How can I say thank you?

  1. My son has multiple health issues, his biggest one is complex CHD. He had OHS recently and we very nearly lost him. He was on VA then VV ECMO & his nurses have been beyond amazing to me in supporting me and more importantly caring for my son. I don't know how to say thank you for their dedication and love they show my boy. I plan on getting night shift and day shift their own little something, but I don't know what. Cookies, Cake, pizza, brownies, donuts and coffee, I am writing a note and giving at 10 dollar gift card for a local coffee shop specifically for his ECMO NURSES because that is one hell of a responsibility, but what's something nice for the whole floor?

    Thank you for your ideas and THANK YOU for what you do for your kids and their parents. ❤ I admire you
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  2. 11 Comments

  3. by   JadedCPN
    Truly, your words of appreciation directly to the staff really do go a long way and mean so much - whether that's verbally, to the managers/charge nurse, through thank you cards, or even daisy award nominations. That being said - Food, especially sweets as you mentioned, is always a winner as majority of the floor will munch on it throughout the shift.
  4. by   llg
    You could ask the leadership of the unit what they would prefer. I once worked for a NICU that created a "staff education fund" for just such gifts. When parents asked what they could do, they were always told that they did not have to do anything -- simply saying "Thank you" was plenty. But if they truly wanted to give something, they were asked to make a small donation to that fund -- which provided funds for educational materials for the staff (to help them get certified, for example -- or to go to conferences -- of educational DVD's -- etc.). That way, the gift was truly shared with the whole staff and not just consumed by the people who happened to be working when the food was delivered.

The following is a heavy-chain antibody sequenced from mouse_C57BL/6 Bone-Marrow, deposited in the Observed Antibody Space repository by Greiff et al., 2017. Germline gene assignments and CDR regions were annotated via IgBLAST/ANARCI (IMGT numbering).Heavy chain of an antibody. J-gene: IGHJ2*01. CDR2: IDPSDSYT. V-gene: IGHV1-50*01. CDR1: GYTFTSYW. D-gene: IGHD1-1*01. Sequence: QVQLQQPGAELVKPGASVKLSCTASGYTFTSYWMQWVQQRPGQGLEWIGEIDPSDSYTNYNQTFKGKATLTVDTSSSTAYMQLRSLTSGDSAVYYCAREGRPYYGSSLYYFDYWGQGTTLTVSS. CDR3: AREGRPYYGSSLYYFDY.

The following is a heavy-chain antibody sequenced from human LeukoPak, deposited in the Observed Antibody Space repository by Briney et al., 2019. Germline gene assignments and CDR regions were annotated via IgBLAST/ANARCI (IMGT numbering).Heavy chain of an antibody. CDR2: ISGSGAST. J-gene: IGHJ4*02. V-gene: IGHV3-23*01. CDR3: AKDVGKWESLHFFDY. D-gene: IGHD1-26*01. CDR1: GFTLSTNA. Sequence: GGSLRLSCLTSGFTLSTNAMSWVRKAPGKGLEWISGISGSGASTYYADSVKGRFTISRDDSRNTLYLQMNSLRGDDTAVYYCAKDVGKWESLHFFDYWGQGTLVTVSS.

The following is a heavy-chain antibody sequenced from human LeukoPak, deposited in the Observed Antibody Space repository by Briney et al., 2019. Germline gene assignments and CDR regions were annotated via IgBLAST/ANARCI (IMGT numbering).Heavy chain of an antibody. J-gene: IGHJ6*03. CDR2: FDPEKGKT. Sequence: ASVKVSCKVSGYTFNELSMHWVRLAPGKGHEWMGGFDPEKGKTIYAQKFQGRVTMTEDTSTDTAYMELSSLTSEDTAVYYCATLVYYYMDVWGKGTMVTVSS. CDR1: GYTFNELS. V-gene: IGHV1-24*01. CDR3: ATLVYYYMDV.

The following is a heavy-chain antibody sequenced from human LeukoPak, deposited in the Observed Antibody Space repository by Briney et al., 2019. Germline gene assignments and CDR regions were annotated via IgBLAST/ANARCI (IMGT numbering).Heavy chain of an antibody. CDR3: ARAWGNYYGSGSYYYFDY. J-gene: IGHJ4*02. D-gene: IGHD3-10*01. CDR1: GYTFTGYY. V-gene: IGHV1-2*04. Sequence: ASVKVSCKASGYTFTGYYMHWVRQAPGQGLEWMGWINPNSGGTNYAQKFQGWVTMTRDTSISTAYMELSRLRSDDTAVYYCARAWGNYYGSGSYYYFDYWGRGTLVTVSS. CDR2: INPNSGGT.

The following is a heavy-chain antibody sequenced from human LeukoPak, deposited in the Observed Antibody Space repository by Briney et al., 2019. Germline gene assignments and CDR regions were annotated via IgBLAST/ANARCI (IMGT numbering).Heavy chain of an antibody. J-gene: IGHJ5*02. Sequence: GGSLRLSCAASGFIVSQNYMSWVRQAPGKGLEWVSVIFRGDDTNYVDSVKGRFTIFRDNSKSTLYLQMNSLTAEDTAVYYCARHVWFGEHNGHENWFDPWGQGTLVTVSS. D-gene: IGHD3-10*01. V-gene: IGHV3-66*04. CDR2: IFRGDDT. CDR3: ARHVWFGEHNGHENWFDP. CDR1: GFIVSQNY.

Staff really appreciated the education help -- and didn't miss the fattening treats. Other units were jealous of the educational resources the NICU had. When those units would complain that they didn't have as many educational resources, the NICU would just smile and say something like ... "You need to give up the free pizza and cookies -- and divert that money into a fund like ours. Then you can have these resources, too."

    I worked with another family who bought the unit a new coffee maker -- because that is what the lounge needed and there was no money in the budget. Still another family bought a new sofa for the family waiting room.

    So ... why not ask the unit's manager what is needed or what would be most appreciated by the staff? Maybe it is food ... but maybe it is something else.
  5. by   Mommaof3warriors
    Very good ideas. Thank you.
  6. by   elkpark
    I always tell people, when I'm asked, that the best thing you can do to thank me (or any other nurse) is to write a note about the individual nurse(s) to the boss(es). Hospitals keep track of that kind of thing, and it actually makes a difference.
  7. by   NotReady4PrimeTime